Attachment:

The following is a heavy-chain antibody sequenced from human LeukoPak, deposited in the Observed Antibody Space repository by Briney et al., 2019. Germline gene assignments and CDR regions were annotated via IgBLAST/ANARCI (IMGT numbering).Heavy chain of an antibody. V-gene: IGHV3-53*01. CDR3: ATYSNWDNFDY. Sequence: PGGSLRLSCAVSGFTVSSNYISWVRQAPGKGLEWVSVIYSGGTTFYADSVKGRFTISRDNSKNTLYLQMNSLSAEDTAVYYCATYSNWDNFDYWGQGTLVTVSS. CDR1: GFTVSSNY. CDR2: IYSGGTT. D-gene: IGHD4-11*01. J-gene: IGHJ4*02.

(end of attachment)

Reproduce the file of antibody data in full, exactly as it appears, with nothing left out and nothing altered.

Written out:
The following is a heavy-chain antibody sequenced from human LeukoPak, deposited in the Observed Antibody Space repository by Briney et al., 2019. Germline gene assignments and CDR regions were annotated via IgBLAST/ANARCI (IMGT numbering).Heavy chain of an antibody. V-gene: IGHV3-53*01. CDR3: ATYSNWDNFDY. Sequence: PGGSLRLSCAVSGFTVSSNYISWVRQAPGKGLEWVSVIYSGGTTFYADSVKGRFTISRDNSKNTLYLQMNSLSAEDTAVYYCATYSNWDNFDYWGQGTLVTVSS. CDR1: GFTVSSNY. CDR2: IYSGGTT. D-gene: IGHD4-11*01. J-gene: IGHJ4*02.